When the crewmembers of the fishing boat, the Citation, finally hand-lined aboard a record-setting 883-pound, 14-foot-long blue marlin after a three-hour long battle in federal waters off the coast of North Carolina, it was as if they had hauled in a waterlogged treasure chest filled with over $900,000—the first place prize of the 2010 Big Rock Blue Marlin Tournament in which they were competing.

No other fish caught in the tournament came close. An elated Captain Eric Holmes said, “To catch a fish this big … it’s something. It really is. We got lucky and it’s good to be lucky.”

But unfortunately for Captain Holmes and his crewmates, their three-hour long tussle was only the precursor to a courtroom prizefight that is now nearly three years in the making.

It seems they weren’t that lucky after all.

As the Citation journeyed back to the tournament weigh station with the blue marlin, First Mate Peter Wann reviewed the Tournament Rules. Rule 9 stated that the “North Carolina Division of Marine Fisheries will require a [coastal] recreational fishing license for anyone participating in fishing aboard a vessel” and that participants are responsible for “knowing all state and federal regulations.” Unsure of whether he possessed a valid coastal license, Wann whipped out his laptop and purchased one online before the Citation reentered state waters.

The license Wann purchased on board the Citation would soon become an albatross around his neck. Crystal Coast Tournament, the operator of the tournament, learned during routine polygraph tests of Captain Holmes and Wann (required by Tournament Rule 17) that Wann did not possess a valid coastal license at the time the blue marlin was hooked. The Tournament Rules Committee and Board of Directors determined that Wann’s failure to have a valid coastal license was a violation of the Tournament Rules and disqualified the Citation and its catch.

Black Pearl Enterprises, which owned the Citation, and its managing members filed a lawsuit in the North Carolina Superior Court against Crystal Coast Tournament and others seeking to overturn the disqualification. During the proceedings, the plaintiffs discovered that presiding Judge John E. Nobles, Jr. and defendants’ counsel, Claud R. Wheatley, III, were buddies. Black Pearl filed a motion for Judge Nobles to recuse himself based on Wheatley’s testimony that he and Judge Nobles practiced law together for a number of years and vacationed together multiple times after the plaintiffs filed their complaint and while the case was pending. Judge Nobles heard the motion himself and denied it, finding that there was no evidence that his objectiveness was compromised. As to the merits of the case, Judge Nobles applied a test requiring evidence of fraud, bad faith, or arbitrariness to overturn the decision of a tournament committee and torpedoed the case on summary judgment, ruling in favor of the defendants on all counts.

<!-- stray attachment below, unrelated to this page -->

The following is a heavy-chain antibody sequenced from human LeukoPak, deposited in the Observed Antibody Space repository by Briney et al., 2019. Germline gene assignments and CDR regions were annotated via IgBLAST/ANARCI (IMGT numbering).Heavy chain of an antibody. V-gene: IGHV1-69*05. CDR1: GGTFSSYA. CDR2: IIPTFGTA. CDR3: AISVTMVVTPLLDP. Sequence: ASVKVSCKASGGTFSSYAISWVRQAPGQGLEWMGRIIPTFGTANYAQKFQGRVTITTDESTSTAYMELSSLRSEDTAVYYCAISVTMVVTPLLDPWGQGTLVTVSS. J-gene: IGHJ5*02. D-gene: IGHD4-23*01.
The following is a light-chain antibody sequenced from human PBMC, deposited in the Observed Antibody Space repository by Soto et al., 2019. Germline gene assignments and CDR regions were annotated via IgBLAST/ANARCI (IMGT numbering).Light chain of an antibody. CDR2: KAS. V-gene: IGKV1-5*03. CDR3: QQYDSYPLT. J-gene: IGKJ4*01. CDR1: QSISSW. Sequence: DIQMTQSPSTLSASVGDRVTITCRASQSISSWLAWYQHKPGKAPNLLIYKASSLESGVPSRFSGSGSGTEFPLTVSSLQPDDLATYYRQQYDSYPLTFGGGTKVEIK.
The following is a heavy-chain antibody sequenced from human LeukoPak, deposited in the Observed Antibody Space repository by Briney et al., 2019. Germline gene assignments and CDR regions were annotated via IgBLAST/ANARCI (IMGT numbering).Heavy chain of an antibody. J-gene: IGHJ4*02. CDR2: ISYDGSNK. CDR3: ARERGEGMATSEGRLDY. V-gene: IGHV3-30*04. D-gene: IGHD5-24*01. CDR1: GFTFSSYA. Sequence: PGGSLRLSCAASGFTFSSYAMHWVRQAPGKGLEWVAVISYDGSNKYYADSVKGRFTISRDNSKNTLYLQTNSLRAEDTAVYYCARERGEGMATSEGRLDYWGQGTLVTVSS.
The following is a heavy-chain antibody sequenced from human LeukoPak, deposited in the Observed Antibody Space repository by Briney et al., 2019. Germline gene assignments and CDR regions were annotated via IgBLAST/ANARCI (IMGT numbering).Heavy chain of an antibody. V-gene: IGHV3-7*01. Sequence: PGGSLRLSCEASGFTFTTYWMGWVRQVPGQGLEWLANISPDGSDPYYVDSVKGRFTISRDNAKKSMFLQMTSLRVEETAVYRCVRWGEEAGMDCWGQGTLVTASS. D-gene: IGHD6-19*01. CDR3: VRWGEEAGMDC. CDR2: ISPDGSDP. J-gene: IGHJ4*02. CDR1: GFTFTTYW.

The Citation plaintiffs wasted no time in appealing the decision to the North Carolina Court of Appeals, which affirmed Judge Nobles’s trial court decision in its entirety in Topp v. Big Rock Foundation, Inc.

All was not lost, however. Judge Robert C. Hunter wrote a dissenting opinion advocating the reversal of Judge Nobles’s ruling for two reasons. First, Judge Nobles should have referred the motion to another judge for an independent hearing because it would be reasonable to question the impartiality of his ruling based on Wheatley’s testimony. Second, summary judgment was inappropriate because, based on the facts presented, the decision to disqualify the Citation and its catch from the tournament was arguably an arbitrary one resulting in a breach of the contract between the plaintiffs and Crystal Coast Tournament.

Judge Hunter opined that by paying the tournament entry fee of $18,025 and catching the largest blue marlin in the tournament, the plaintiffs had essentially entered into a contract with Crystal Coast Tournament for the prize money—a contract that Crystal Coast Tournament could only be excused from in the event of the plaintiffs’ material breach. According to the Tournament Rules, disqualification is not required when a boat breaches one of the Rules; Rule 20 merely states that a boat “may be disqualified” in such cases. Judge Hunter interpreted the discretion of the Rules Committee and Board of Directors to imply that they must consider whether a violation of the rules is material and what penalty is warranted. If a violation is insignificant, some penalty short of disqualification may be appropriate. If Wann’s failure to possess a coastal license were not a significant violation of the Rules, Judge Hunter reasoned, it would not excuse the defendants from their obligations under the contract, which included refraining from arbitrary disqualifications. The plaintiffs’ violation of the tournament rules did not afford them any competitive advantage. Further, Judge Hunter noted, Wann acquired a coastal license before reentering state waters with the blue marlin. Therefore, Judge Hunter concluded, the Citation’s disqualification raises a genuine issue of material fact as to whether the decision of the Rules Committee and Board of Directors was arbitrary and therefore a breach of the parties’ contract.

Judge Hunter’s opinion by itself did not win the day for the Black Pearl, but it did open the door to a successful appeal to the state’s highest court. On January 25, 2013, the Supreme Court of North Carolina hooked into the reasoning of Judge Hunter’s dissenting opinion and remanded the case for a new trial.

The tides may be turning for the Citation crew as it pushes off from shore once again, with the hope that, this time, the court will take its bait.